That’s the time a woman must run in the marathon in order to qualify for the 2020 U.S. Olympic Team Marathon Trials. Running a 6:17 mile is hard enough, let alone repeating that performance 26.2 times. Then again, no one said that competing in the Olympic Trials is—or should be—an easy feat.
Fewer than 200 women qualified for and competed in the 2016 Olympic Marathon Trials. While 2:45:00 is the golden number for these competitions, it’s not the only way athletes can qualify, nor does it provide for all the race-day expenses.
It is possible to qualify for the Trials with a half-marathon time, provided that—just like the full marathon standard—it’s run on a USA Track and Field-sanctioned course. The half-marathon standard for women is 1:13:00, and for the 2020 Olympic Trials, that finish time must be acquired between September 1, 2017 and January 19, 2020. Similarly, to qualify with a full marathon time, runners must meet one of the standards between September 1, 2018 and January 19, 2020.
You read that right: “standards.”
The “A” And “B” Standards
Running a 2:45:00 does satisfy the “B” standard for 2020, but it doesn’t provide athletes with any compensation for travel and lodging. To get those perks, female runners have to go sub-2:37:00—something 259 competitors have done as of December 12, according to the USATF website.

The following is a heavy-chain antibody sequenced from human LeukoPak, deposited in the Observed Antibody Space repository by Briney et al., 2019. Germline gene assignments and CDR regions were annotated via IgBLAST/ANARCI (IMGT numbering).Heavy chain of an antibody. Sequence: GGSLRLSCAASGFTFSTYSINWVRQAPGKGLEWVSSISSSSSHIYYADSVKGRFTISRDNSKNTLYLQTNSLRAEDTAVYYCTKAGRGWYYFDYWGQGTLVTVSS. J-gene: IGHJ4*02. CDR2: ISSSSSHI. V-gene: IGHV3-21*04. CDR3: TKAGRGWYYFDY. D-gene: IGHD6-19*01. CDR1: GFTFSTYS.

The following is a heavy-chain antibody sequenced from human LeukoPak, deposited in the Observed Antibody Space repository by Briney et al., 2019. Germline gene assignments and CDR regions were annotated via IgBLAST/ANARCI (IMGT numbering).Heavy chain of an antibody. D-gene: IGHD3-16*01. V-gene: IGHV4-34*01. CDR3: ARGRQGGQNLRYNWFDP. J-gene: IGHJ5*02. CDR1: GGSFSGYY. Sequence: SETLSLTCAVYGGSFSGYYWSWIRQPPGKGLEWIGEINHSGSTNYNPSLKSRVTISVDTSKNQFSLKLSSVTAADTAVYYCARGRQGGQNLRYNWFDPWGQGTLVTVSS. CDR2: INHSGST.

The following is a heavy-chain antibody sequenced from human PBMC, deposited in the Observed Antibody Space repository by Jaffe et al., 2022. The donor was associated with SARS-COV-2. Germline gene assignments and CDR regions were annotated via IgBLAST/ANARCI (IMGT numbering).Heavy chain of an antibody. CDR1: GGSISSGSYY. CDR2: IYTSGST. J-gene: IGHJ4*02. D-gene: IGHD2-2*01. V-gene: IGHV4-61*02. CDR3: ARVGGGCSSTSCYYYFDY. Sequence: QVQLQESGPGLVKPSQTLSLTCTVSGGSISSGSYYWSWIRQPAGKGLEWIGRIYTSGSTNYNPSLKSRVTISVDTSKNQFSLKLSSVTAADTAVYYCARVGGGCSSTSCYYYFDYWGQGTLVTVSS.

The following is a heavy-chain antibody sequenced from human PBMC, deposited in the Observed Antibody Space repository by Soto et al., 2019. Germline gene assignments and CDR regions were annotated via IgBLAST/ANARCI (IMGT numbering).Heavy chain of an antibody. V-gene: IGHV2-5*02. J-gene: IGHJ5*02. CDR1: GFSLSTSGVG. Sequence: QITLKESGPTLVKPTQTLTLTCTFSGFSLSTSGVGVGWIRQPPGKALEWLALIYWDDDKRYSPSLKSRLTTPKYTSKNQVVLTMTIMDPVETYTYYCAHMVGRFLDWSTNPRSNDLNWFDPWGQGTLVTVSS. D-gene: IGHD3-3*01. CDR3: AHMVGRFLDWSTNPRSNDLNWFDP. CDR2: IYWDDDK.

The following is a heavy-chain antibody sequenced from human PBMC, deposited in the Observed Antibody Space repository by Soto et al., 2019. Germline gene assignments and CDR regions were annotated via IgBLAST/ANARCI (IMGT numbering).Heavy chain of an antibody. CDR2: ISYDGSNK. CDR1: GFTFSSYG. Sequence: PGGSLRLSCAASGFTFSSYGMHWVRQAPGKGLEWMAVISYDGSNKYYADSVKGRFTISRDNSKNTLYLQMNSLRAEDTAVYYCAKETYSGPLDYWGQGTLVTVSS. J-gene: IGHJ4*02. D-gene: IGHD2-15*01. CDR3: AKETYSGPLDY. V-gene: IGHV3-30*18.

For many of the “B” standard athletes, qualifying is only half the battle. Once they’ve nailed the time standard, they must arrange and finance their trip to Atlanta, Ga., for the race. On top of that, they must remain healthy between now and February 29, 2020—the date of the Trials.
For those that do, the experience of a lifetime awaits them. Aside from toeing the line with some of running’s strongest women marathoners, they will have an excellent chance of getting a personal record if conditions are ideal on race day. The stiff competition, coupled with high-caliber race management, are often factors that push runners to the next level.
While many Trials participants will be focused on achieving a personal best, the potential impact of the race does not allude them. The top three finishers in the men’s and women’s races will have the honor of representing the U.S. at the 2020 Summer Olympics in Tokyo. They’ll also net a sizable bonus, as the prize purse for the Trials totals $480,000, according to the Atlanta Track Club. How much will the winners receive? If 2016’s race is any indication, the female champion could walk away with $80,000.
We’re still more than a year away from the Trials, but the excitement is building—and for good reason. This race is the people’s chance. It’s a unique opportunity because it equalizes the runners. It doesn’t matter if you’re sponsored by Nike or working three jobs to pay for race travel: If you hit the Trials time standard, you get the chance to compete. And if you get the chance to compete, you have the chance to become an Olympic athlete and represent your country on the world stage.
Once the gun goes off, it’s anyone’s race.